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«Yesterday, Today and Forever»

The Narrative World of Ps 94 [Ps 95] as a Hermeneutical Key to Hebrews

by Robert Rayburn (Author)
Thesis 422 Pages

Summary

Hebrews is a book of riddles. Recent scholarship has arrived at an impasse over difficulties and apparent contradictions within the argument. A new look at Hebrews is needed. This book examines the use of Psalm 95 in Hebrews. The psalm recalls a narrative world and renews an exhortation that reoccurs throughout Israel’s history. Hebrews takes up this summons and the story behind it (Heb 3-4, 10-12) to urge its audience to be faithful. This exhortation unites God’s people past and present (Heb 1, 13). The results of this study are applied to the new covenant (Heb 8) and reveal that a reexamination of common assumptions about Hebrews are necessary. A review of the history of interpretation shows that while assumptions about Hebrews have an early beginning, they have not gone unchallenged.

Table Of Content

  • Cover
  • Title Page
  • Copyright Page
  • Dedication Page
  • Preface
  • Acknowledgments
  • About the author
  • About the book
  • Citability of the eBook
  • Contents
  • List of Abbreviations
  • Chapter 1 The Problem of the Use of Scripture in Hebrews
  • 1.1. Introduction
  • 1.2. Thesis Statement
  • 1.3. Context of Research
  • 1.3.1. Narrative Theology
  • 1.3.2. The “Parting of the Ways”
  • 1.3.3. The Formation of Identity
  • 1.4. Why this Study?
  • 1.5. Hebrews and Narrative Re-Presentation
  • 1.6. Thesis Outline
  • Chapter 2 Scripture, Intertextuality and Narrative (Ψ 94 [Ps 95])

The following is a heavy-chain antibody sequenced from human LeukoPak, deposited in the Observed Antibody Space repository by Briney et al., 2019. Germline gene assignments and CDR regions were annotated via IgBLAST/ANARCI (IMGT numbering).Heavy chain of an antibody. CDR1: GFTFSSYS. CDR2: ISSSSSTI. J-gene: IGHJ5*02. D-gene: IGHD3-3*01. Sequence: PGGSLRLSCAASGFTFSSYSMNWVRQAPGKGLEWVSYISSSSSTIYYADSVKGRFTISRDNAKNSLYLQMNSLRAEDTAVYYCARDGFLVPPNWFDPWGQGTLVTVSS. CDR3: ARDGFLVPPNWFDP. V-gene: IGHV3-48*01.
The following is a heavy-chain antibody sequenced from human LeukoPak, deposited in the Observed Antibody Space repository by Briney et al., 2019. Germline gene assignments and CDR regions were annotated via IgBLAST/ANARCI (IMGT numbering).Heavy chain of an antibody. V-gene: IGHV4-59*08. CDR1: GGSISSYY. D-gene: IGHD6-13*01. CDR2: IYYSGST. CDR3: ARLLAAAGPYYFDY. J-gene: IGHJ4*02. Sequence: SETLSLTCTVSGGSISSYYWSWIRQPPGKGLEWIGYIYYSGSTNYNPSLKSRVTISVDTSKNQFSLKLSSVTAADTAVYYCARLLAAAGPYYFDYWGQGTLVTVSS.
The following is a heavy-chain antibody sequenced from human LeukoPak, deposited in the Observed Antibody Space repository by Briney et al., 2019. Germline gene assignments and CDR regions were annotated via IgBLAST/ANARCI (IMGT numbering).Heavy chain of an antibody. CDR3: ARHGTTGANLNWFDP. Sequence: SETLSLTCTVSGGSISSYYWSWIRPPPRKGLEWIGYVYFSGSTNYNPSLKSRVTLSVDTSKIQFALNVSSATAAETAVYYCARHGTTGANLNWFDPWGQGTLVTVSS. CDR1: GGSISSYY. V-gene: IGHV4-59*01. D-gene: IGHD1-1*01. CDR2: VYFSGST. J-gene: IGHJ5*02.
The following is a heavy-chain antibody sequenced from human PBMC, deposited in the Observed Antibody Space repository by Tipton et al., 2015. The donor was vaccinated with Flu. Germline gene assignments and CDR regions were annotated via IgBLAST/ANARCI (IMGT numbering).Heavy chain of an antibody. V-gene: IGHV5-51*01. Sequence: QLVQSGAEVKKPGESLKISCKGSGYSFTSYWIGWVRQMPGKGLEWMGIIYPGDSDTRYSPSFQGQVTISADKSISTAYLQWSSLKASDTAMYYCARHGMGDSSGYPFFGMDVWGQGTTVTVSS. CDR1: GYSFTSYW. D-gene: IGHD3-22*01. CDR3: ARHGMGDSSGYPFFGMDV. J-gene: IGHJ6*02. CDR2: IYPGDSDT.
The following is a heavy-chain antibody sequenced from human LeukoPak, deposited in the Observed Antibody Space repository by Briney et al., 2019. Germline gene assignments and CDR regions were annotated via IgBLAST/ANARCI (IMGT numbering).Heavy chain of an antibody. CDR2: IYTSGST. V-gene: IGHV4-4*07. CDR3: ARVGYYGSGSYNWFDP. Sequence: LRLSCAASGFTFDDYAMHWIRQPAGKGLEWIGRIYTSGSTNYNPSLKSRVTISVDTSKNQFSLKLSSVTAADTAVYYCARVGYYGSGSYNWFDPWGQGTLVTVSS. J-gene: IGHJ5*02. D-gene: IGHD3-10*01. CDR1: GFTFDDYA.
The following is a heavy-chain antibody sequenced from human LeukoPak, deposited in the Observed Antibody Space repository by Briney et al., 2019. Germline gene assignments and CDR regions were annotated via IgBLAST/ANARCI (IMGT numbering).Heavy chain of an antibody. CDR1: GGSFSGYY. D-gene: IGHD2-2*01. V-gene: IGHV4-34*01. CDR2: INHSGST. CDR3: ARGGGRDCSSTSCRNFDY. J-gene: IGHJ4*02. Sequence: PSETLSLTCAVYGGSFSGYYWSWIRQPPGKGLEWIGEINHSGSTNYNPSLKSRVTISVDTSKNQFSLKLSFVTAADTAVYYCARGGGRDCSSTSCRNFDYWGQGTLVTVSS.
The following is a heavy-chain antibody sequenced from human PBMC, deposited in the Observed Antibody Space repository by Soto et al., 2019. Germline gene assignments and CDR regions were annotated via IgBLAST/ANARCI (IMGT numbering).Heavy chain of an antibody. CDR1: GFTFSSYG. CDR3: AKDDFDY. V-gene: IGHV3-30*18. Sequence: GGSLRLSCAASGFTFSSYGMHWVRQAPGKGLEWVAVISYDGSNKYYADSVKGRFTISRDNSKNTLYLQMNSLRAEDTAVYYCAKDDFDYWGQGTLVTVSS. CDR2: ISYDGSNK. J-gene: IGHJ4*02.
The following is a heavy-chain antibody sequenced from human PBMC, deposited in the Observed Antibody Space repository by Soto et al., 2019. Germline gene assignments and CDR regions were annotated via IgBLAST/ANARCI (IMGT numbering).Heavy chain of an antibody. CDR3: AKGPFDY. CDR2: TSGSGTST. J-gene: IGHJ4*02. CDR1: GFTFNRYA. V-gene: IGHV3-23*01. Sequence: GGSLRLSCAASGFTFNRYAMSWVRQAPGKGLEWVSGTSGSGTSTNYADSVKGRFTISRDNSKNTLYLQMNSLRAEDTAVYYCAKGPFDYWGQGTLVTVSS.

• 2.1. Introduction
  • 2.2. The History of Ψ 94 [Ps 95]
  • 2.2.1. Ψ 94 [Ps 95] in Hebrews and the LXX
  • 2.3. The Interpretation of Ψ 94 [Ps 95]
  • 2.3.1. Part I (Ψ 94 [Ps 95]:1–7c)
  • 2.3.2. Part II (Ψ 94 [Ps 95]:7d–11)
  • 2.3.3. The Shape of Ψ 94 [Ps 95]: Text and Intertext(s)
  • 2.3.3.1. The Covenant Reconstituted
  • 2.3.3.2. The Rebellion
  • 2.3.3.3. The Heading: “Of David”
  • 2.4. Conclusion
  • Chapter 3 The Reception of Ψ 94 [Ps 95] in Hebrews 3–4
  • 3.1. Introduction
  • 3.2. Hebrews 3:1–6 (The Introduction)
  • 3.3. Ψ 94 [Ps 95] Hebrews 3:7–11
  • 3.4. Hebrews 3:12–4:13
  • 3.4.1. Hebrews 3:12–14
  • 3.4.2. Hebrews 3:15–19
  • 3.4.3. Hebrews 4:1–5
  • 3.4.4. Hebrews 4:6–11
  • 3.4.5. Hebrews 4:12–13
  • 3.5. Conclusion
  • Chapter 4 Moses, Faith and The Response to God’s Word in Hebrews 10–12
  • 4.1. Introduction
  • 4.2. Hebrews 10
  • 4.2.1. Hebrews 10:19–31
  • 4.2.2. Hebrews 10:32–39
  • 4.3. Hebrews 11
  • 4.3.1. Hebrews 11:1–38
  • 4.3.2. Hebrews 11:39–40
  • 4.4. Hebrews 12
  • 4.4.1. Hebrews 12:1–11
  • 4.4.2. Hebrews 12:12–24
  • 4.4.2.1. Hebrews 12:12–17
  • 4.4.2.2. Hebrews 12:18–24
  • 4.4.3. Hebrews 12:25–29
  • 4.5. Conclusion
  • 4.6. Summary: An “Historical and Covenantal Hermeneutic”
  • Chapter 5 Introduction and Conclusion: “Then But Now” or “The Same Forever” (1:1–2; 13:7–8, 20–21)
  • 5.1. Introduction
  • 5.2. Hebrews 1:1–2
  • 5.3. Hebrews 13:7–8
  • 5.4. Hebrews 13:20–21
  • 5.5. Conclusion
  • Chapter 6 Implications for the Understanding of the New Covenant (8:8–13)
  • 6.1. Introduction
  • 6.2. The New Covenant at Qumran
  • 6.2.1. The New Covenant and the Establishment of God’s People
  • 6.2.2. The Covenant and Worship
  • 6.2.3. Blessing and Cursing
  • 6.2.4. The New Covenant and the Life of the Community
  • 6.2.5. Conclusion
  • 6.3. The “New Covenant” in Hebrews